Kaolin based ceramics obtained by Freeze casting process
Alexander Ossa, E.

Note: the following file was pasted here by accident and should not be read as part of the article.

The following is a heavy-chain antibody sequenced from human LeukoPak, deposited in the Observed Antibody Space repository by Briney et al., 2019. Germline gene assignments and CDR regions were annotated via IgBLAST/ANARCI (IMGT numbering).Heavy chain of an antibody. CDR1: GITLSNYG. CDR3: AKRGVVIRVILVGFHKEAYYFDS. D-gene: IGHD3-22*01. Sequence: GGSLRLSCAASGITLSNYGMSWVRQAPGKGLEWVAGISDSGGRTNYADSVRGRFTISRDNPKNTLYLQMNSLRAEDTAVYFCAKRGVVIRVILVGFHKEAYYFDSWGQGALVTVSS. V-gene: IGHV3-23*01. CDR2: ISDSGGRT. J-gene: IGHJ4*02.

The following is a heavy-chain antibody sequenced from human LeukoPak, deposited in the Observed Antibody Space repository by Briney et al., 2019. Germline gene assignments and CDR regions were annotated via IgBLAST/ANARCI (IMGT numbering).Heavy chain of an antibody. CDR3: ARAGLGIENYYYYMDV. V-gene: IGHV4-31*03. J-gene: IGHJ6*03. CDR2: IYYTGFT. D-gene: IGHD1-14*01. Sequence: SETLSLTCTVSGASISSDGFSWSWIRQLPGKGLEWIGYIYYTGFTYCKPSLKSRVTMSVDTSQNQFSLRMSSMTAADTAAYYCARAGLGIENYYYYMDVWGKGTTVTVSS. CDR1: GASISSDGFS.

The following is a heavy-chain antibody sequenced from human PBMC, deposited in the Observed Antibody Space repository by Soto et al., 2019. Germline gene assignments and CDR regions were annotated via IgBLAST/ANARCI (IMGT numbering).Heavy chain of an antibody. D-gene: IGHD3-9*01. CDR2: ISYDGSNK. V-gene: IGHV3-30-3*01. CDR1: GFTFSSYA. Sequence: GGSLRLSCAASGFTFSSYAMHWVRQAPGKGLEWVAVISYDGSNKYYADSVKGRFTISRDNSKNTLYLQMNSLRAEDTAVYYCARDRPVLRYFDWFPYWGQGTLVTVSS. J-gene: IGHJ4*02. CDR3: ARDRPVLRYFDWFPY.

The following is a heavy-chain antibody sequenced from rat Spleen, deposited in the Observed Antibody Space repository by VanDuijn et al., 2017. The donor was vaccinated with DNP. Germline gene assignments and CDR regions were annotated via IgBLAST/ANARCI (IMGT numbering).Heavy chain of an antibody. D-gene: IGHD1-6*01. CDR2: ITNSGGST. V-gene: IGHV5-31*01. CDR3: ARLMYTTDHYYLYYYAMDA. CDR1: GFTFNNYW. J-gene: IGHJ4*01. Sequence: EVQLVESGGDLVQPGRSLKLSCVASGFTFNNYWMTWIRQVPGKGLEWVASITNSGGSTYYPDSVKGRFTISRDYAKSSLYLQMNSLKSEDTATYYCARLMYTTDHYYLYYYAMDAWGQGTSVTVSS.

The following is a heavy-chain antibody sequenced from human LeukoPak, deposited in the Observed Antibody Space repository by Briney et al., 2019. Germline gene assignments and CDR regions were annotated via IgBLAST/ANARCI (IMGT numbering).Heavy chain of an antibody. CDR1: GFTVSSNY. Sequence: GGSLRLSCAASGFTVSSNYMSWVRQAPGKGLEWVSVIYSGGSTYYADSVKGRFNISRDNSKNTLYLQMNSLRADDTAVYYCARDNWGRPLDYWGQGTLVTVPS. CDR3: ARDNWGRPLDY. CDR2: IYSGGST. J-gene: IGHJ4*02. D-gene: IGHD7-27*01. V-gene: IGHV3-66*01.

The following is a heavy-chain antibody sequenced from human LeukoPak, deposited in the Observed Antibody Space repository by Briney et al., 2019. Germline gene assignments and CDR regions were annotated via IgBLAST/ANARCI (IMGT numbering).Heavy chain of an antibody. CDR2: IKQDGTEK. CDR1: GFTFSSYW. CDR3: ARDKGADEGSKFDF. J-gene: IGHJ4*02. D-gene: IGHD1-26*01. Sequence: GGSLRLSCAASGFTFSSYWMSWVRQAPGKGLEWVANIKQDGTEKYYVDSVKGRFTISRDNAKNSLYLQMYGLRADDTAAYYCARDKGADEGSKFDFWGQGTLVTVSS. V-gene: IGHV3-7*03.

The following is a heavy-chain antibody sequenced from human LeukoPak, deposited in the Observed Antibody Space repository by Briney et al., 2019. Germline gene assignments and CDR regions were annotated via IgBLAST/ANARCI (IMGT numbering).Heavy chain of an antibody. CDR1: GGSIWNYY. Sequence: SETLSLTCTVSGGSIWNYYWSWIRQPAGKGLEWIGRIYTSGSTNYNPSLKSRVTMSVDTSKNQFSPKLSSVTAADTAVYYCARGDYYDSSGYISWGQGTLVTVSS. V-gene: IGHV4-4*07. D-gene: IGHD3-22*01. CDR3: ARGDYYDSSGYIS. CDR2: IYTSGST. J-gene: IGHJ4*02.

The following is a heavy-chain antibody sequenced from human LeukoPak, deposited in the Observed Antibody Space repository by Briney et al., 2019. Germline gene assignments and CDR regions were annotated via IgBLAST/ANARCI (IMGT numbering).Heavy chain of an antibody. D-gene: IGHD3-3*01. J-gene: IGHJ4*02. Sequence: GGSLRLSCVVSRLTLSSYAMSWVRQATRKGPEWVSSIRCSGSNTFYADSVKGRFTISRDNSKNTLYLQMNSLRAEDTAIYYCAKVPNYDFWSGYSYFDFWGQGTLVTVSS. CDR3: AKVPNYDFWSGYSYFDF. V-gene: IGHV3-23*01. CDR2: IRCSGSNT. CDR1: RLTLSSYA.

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Freeze casting offers a tremendous opportunity to obtain bio-inspired synthetic materials that mimic microstructural characteristics of natural materials like bone and nacre. These natural materials display high strength and toughness; properties usually desired in synthetic engineering materials. The freeze casting process involves four basic steps. The ceramic slurry preparation consists of fine ceramic particles that are suspended in a fluid. In the current work, water based kaolin suspensions were prepared varying the volume fraction of ceramic particles. After the ceramic slurry is properly prepared, the slurry is frozen. The solidification process is often performed using directional freezing, which creates laminar pores, providing the microstructural characteristics of the final part. When a crystal is formed the frozen front moves the particles around it, allowing particles to agglomerate around the crystal, creating different types of pores. In the present study, freezing rates were varied. Subsequently, the samples have to be lyophilized in order to sublimate the frozen liquid phase. Sublimation is the transformation of a solid phase directly to the gas phase. As a result the lyophilized sample has a porous structure with a replica of the water crystals formed during freezing. As a final step, sintering of ceramics is performed. Results of the microstructural characteristics of the samples revealed that varying the volume fraction of ceramic particles and freezing rates have a direct influence on the pore characteristics, changing from circular to laminar pores.
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